So there you have it folks – some initial research. There are some things yet to test! If anyone does (or already has), post a comment!

* a common practice (at least in our lab) is to place dummy “parts” on a schematic for components that don’t actually appear in the circuit, but still have to be ordered – like knobs or little sticky feet – so that they show up on the bill of materials. One or more guys were fond of naming the mounting holes with a partnumber for such parts, which occasionally meant adding extra holes when there were more extra parts than holes. But when one of my layouts called for 30 rotary switches(!) with knobs, rather than create swiss cheese, I created a part consisting of a goofy smiley face on the silkscreen. From what I understand, the meme is spreading (*cough* GJM *cough*) :-)

** who did it for much less, gave me more boards than I know what to do with (155in^2 for $119!), and even provided free step-and-repeat and v-scoring.

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4 Responses to “Fun with PCB Fab Express”

  1. Scott says:

    Have you tried Gold Phoenix PCB (www.goldphoenixpcb.biz)? They charge by the square inch, and I’ve never had them complain about anything as long as it was within their technical capabilities. Their prices have gone up, but they’re still pretty cheap for short runs.

  2. Tim says:

    Hi Scott,
    Actually yes, they’re even mentioned in this post. I now use Gold Phoenix for pretty much all my PCBs, both at work and for side projects. They once rearranged my board’s silkscreen text a bit without asking (apparently to simplify electrical testing), but I’ve never had them complain about a layout or halt it due to a DRC-bot violation. (This can be a good thing and a bad thing.)

  3. reza says:

    pcbfabexpress is cheap and local, so i’ll probably still use them for urgent orders, but they really piss me off and i wouldn’t recommend them to anyone. i once ordered a large 4 layer pcb. i payed double to get the order expedited with express instructions to mail it out overnight so that I would get the pcb by friday, and i said that if they couldn’t, then to not expedite the order. It was a $600 order, so I’m talking about $300 extra. Well, they didnt ship it overnight, and didn’t return the extra $300 either.

    I used to refer them to people when they had a “get $50 when you refer a friend” program, and had some credit saved up. When I went to use it, they said they revoked the program and took my credit away.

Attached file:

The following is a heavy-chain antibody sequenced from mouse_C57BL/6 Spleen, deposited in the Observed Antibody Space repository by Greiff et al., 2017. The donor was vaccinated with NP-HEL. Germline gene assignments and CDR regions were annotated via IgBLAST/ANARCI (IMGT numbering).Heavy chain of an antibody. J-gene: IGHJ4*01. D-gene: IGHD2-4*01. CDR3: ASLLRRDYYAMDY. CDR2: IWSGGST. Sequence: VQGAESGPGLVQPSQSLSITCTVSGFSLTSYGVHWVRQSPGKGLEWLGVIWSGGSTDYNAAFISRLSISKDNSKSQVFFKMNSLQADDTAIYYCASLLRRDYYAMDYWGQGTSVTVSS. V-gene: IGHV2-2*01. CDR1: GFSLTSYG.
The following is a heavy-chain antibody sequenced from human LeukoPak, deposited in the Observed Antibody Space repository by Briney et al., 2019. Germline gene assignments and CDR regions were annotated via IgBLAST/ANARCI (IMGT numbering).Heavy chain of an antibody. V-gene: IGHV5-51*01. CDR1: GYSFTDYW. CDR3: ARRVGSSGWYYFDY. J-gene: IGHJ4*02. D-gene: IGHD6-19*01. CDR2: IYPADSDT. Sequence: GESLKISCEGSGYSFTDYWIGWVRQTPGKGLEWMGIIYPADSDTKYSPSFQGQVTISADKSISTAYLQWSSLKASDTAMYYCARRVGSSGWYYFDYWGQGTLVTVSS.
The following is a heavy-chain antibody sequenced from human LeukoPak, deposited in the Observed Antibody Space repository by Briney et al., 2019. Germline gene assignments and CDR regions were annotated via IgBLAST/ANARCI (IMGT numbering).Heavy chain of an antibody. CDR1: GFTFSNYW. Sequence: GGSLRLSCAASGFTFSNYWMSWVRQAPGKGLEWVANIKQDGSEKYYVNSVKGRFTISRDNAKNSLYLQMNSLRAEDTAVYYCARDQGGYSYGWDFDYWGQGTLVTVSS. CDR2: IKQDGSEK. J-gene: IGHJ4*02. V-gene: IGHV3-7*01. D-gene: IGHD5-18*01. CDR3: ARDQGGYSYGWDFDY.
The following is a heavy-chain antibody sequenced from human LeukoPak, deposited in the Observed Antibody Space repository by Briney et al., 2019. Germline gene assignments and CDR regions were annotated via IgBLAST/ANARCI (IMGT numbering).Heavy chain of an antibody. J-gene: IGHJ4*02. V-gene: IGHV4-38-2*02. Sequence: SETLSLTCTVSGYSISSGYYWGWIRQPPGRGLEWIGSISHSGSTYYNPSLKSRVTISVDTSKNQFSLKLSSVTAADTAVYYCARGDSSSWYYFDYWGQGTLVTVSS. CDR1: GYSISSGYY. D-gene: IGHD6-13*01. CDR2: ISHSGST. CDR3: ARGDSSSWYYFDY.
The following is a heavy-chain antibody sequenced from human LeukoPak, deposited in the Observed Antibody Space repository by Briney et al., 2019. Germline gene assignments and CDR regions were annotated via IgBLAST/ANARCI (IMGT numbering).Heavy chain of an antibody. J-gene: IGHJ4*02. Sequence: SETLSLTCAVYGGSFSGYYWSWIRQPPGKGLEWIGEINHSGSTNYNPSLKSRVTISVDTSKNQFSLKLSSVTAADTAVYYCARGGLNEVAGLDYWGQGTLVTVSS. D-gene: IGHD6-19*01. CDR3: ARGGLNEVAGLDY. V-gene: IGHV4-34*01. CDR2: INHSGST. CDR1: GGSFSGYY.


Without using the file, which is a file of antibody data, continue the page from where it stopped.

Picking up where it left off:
I am also under the impression that they’re huring for bussiness so they might not last much longer.

  4. Phill says:

    I’ve been burned 2 times by pcbfabexpress, and won’t use them again. For one order, I placed the order with a fast turn and overnight shipping. They claimed my board didn’t meet their DRCs saying there was 5.7mil clearances (6 mils is the minimum). I re-verified my gerbers (I’ve submitted upwards of 50 boards previously to a variety of fab houses without issue), and asked pcbfabexpress for clarification. They sent some grainy image showing over 50 violations. I measured the gerbers and sent screenshots showing the areas had the correct 6 mil spacing. Their response was an additional grainy image with no additional information. I made it clear that time was sensitive, and if they were positive that my gerbers were incorrect I’d resend with larger spacing. They didn’t respond in a timely manner and I cancelled my order and resent it to a different fab house.

    On a separate occasion, I ordered two sets of boards with overnight delivery. Low and behold, they couldn’t put them into 1 box and doubled my shipping fee. So they wanted $68 to ship 10 boards… After learning this (less than 24 hours after placing the order), they wouldn’t let me cancel the order, or do the impossible and put the 10 boards into 1 box!

    Throughout both experiences the customer service was *terrible*. Very short, curt responses, no effort to compromise, apologize, make amends, etc. I wouldn’t recommend them to my worst enemy:)

    Phill